The Practicalist and Practicalism

james tannerEssays

Practicalism

Economic experience has given birth to, until now, an un-named school. This school has been created out of necessity and practical experimentation. For lack of any other appropriate title I have used the name Practicalism. Perhaps the best definition of this idea is that it is economic innovation or problem solving without adherence to ideology or dominant theories. In that sense the method or principle of Practicalism is functionality or in simpler terms – an economic solution that actually works.

Perhaps the most famous application of this idea was popularized by Keynes when he was reminded that a market system will eventually balance itself out, all we have to do is wait for the long run. Keynes replied “In the long run we are all dead,” and proposed that government spending would lift the economy out of its slump immediately, while we were still living. In essence Keynes through dismissing ideological dogma helped to define an essential concept of what I have called Practicalism.

Another example where ideology is being ignored for the sake of development is in the Peoples Republic of China. Here we have a market economic system developing in an ideologically communist state. Ideology has not caught up to the practical application of ‘doing what works’ or being practical and allowing the Chinese People to generate independent economic initiatives. This approach is similar to Keynes’s violation of the conventional balanced budget wisdom of government finance of the day.

A less spectacular example of Practicalism was the development of consumer and distribution cooperatives in the farmer’s movement of the early 1900s. This solution to their distribution and supply woes appeared to be a hybrid of capitalist and socialist but in reality was simply a group cooperating to purchase goods together. It worked. The producers were able to obtain cheaper and more reliable supplies. Ideologies were not used.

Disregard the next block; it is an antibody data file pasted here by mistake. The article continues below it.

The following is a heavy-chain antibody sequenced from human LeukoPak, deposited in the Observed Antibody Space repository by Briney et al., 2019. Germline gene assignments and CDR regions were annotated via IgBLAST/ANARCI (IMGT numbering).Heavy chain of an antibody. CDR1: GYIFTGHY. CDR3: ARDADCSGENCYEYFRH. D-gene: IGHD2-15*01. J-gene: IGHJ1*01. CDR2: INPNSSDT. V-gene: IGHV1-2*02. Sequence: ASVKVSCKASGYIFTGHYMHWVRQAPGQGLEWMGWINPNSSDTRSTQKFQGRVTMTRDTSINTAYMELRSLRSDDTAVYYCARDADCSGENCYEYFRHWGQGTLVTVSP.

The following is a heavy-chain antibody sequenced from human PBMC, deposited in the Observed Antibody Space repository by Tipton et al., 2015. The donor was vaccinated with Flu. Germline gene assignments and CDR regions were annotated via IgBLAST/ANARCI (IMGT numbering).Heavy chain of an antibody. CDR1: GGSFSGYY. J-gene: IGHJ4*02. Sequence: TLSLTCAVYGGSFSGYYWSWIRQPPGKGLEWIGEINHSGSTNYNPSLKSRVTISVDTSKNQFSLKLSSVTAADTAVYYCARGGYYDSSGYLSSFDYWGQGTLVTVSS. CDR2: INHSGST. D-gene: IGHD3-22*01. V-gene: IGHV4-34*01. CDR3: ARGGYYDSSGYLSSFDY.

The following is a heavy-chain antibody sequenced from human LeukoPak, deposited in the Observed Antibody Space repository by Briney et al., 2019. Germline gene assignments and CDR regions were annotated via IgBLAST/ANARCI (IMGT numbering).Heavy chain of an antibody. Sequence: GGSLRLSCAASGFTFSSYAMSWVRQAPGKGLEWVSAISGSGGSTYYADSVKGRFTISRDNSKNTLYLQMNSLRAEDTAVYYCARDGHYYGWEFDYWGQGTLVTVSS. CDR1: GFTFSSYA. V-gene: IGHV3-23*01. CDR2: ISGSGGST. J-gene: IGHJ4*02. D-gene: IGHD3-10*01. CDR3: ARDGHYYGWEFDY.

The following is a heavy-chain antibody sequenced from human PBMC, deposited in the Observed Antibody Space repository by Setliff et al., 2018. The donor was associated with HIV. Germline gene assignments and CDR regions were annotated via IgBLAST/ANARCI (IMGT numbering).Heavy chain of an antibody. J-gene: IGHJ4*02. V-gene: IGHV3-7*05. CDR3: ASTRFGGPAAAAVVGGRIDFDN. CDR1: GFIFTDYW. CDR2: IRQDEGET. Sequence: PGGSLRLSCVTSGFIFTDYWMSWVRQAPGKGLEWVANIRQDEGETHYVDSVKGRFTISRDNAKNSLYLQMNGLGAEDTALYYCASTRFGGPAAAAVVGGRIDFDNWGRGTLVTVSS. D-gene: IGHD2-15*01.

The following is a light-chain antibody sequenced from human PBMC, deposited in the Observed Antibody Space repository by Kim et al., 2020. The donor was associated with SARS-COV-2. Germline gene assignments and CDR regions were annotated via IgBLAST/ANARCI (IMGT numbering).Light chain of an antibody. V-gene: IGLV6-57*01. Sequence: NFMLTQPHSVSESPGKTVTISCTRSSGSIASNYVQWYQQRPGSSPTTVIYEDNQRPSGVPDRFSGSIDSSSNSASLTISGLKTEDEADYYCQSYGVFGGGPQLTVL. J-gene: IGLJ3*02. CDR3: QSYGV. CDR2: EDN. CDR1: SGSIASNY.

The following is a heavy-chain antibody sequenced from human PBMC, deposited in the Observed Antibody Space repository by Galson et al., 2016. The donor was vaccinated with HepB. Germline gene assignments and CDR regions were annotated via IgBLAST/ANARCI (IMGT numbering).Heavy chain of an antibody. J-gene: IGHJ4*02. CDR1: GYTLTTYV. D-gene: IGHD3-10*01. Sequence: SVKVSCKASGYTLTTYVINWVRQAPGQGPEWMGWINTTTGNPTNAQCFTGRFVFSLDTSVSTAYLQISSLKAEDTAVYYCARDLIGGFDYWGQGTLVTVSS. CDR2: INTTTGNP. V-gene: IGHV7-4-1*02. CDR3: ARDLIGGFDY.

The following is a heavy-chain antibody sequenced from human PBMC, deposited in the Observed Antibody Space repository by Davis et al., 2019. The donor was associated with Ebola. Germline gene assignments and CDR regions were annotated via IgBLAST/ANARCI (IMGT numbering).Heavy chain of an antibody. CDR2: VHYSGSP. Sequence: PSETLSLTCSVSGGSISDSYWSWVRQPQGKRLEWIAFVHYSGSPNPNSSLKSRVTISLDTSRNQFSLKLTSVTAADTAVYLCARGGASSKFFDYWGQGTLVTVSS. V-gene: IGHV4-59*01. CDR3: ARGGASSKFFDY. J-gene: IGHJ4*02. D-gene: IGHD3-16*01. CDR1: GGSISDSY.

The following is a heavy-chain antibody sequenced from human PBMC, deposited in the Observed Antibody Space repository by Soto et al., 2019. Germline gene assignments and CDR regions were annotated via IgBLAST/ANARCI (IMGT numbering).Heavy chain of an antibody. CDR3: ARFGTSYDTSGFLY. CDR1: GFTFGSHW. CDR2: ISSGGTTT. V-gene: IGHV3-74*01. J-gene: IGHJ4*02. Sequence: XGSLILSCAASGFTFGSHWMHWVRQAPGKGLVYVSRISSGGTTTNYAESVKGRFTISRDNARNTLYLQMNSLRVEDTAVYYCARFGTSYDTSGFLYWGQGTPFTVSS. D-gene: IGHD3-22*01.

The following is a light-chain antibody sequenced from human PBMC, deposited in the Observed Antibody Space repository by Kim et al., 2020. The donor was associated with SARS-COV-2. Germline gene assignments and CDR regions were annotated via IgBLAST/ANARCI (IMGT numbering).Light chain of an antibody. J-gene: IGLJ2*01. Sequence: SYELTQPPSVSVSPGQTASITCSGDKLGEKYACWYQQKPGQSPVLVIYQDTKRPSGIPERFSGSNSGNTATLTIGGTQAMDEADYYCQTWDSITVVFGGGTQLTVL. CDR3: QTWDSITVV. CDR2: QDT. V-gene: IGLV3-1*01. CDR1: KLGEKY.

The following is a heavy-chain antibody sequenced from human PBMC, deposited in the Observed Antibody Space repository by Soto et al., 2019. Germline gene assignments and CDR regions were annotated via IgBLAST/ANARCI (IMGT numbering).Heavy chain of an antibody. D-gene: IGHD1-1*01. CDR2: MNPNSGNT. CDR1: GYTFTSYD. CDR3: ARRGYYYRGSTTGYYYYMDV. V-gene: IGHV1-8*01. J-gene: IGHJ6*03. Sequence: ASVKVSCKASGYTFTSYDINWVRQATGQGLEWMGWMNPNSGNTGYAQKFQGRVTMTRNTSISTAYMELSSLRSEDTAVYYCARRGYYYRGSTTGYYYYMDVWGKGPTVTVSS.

One might be unimpressed with this idea. One could say, yes, there appears to be a similarity between these events that has been pointed out – but it is not an organized school of thought or a philosophy. It appears that these developments are not really related and are simply examples of people coping in very different circumstances. You would be correct in the description but what is important about the similarities is that when they are compared a useful method or approach can be derived which is fundamental to economic progress. It is this approach which needs to be encouraged and emulated so that we can continue to solve difficult economic problems. Also, one of the most difficult hurdles that policy and economic advisors encounter is ideology, from the left or right, from religion or politics, ideology destroys practical solutions. Practical solutions generate food for the hungry, medicine for the sick and water for the thirsty. Micro-finance is an example of a wonderful synthesis of finance banking and cooperation.

So how is ideology hurting our societies?

Individualism, Communism, free trade, capitalism, government authority. We need permission to ignore these ideologies and replace them with the idea that a practical solution to our problems is not only acceptable but is our ultimate goal. This needs to become the new anti-rule rule.